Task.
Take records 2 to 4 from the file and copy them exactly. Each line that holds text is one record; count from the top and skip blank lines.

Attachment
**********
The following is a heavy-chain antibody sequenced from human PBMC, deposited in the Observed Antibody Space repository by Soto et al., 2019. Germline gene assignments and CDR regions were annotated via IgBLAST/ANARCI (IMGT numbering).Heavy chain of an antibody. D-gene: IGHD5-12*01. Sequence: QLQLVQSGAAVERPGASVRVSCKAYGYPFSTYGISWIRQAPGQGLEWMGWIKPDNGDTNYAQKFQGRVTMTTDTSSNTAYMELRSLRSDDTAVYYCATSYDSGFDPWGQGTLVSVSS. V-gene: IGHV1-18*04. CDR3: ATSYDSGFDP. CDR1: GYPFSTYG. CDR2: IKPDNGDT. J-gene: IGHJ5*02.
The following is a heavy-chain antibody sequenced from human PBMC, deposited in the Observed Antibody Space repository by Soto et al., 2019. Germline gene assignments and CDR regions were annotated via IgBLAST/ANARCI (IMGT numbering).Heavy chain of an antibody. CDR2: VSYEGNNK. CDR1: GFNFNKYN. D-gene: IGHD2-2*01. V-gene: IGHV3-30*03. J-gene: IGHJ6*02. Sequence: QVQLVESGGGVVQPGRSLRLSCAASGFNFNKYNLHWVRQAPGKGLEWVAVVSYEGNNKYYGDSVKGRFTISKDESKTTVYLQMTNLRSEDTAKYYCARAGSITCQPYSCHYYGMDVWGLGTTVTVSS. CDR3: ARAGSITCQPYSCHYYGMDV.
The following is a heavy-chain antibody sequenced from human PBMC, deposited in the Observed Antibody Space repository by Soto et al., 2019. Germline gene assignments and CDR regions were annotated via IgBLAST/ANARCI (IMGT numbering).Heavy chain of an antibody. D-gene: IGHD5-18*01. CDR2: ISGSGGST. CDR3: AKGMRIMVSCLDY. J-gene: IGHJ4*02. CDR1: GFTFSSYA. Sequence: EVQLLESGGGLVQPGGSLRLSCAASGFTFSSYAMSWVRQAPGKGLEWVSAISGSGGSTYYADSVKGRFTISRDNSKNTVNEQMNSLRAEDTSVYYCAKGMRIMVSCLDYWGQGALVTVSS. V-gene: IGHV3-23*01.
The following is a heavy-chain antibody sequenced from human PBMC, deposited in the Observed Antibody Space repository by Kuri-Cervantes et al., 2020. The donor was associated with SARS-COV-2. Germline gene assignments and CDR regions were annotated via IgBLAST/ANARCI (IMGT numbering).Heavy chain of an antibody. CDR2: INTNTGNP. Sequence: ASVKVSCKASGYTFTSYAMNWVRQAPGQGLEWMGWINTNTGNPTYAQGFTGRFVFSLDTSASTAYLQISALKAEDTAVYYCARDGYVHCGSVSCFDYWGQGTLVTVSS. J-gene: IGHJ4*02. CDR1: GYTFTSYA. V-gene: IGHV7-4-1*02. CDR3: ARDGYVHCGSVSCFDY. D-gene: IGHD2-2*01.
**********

The following is a heavy-chain antibody sequenced from human PBMC, deposited in the Observed Antibody Space repository by Soto et al., 2019. Germline gene assignments and CDR regions were annotated via IgBLAST/ANARCI (IMGT numbering).Heavy chain of an antibody. CDR2: VSYEGNNK. CDR1: GFNFNKYN. D-gene: IGHD2-2*01. V-gene: IGHV3-30*03. J-gene: IGHJ6*02. Sequence: QVQLVESGGGVVQPGRSLRLSCAASGFNFNKYNLHWVRQAPGKGLEWVAVVSYEGNNKYYGDSVKGRFTISKDESKTTVYLQMTNLRSEDTAKYYCARAGSITCQPYSCHYYGMDVWGLGTTVTVSS. CDR3: ARAGSITCQPYSCHYYGMDV.
The following is a heavy-chain antibody sequenced from human PBMC, deposited in the Observed Antibody Space repository by Soto et al., 2019. Germline gene assignments and CDR regions were annotated via IgBLAST/ANARCI (IMGT numbering).Heavy chain of an antibody. D-gene: IGHD5-18*01. CDR2: ISGSGGST. CDR3: AKGMRIMVSCLDY. J-gene: IGHJ4*02. CDR1: GFTFSSYA. Sequence: EVQLLESGGGLVQPGGSLRLSCAASGFTFSSYAMSWVRQAPGKGLEWVSAISGSGGSTYYADSVKGRFTISRDNSKNTVNEQMNSLRAEDTSVYYCAKGMRIMVSCLDYWGQGALVTVSS. V-gene: IGHV3-23*01.
The following is a heavy-chain antibody sequenced from human PBMC, deposited in the Observed Antibody Space repository by Kuri-Cervantes et al., 2020. The donor was associated with SARS-COV-2. Germline gene assignments and CDR regions were annotated via IgBLAST/ANARCI (IMGT numbering).Heavy chain of an antibody. CDR2: INTNTGNP. Sequence: ASVKVSCKASGYTFTSYAMNWVRQAPGQGLEWMGWINTNTGNPTYAQGFTGRFVFSLDTSASTAYLQISALKAEDTAVYYCARDGYVHCGSVSCFDYWGQGTLVTVSS. J-gene: IGHJ4*02. CDR1: GYTFTSYA. V-gene: IGHV7-4-1*02. CDR3: ARDGYVHCGSVSCFDY. D-gene: IGHD2-2*01.